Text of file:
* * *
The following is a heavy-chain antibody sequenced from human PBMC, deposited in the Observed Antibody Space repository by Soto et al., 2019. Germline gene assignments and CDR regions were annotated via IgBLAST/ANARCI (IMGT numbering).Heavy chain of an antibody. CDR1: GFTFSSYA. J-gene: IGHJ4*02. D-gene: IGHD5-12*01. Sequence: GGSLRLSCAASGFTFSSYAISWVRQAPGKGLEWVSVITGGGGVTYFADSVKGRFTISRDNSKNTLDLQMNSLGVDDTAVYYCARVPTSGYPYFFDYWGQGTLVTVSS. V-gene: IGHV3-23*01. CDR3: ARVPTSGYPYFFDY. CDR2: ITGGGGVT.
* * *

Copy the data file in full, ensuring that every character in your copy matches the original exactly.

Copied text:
The following is a heavy-chain antibody sequenced from human PBMC, deposited in the Observed Antibody Space repository by Soto et al., 2019. Germline gene assignments and CDR regions were annotated via IgBLAST/ANARCI (IMGT numbering).Heavy chain of an antibody. CDR1: GFTFSSYA. J-gene: IGHJ4*02. D-gene: IGHD5-12*01. Sequence: GGSLRLSCAASGFTFSSYAISWVRQAPGKGLEWVSVITGGGGVTYFADSVKGRFTISRDNSKNTLDLQMNSLGVDDTAVYYCARVPTSGYPYFFDYWGQGTLVTVSS. V-gene: IGHV3-23*01. CDR3: ARVPTSGYPYFFDY. CDR2: ITGGGGVT.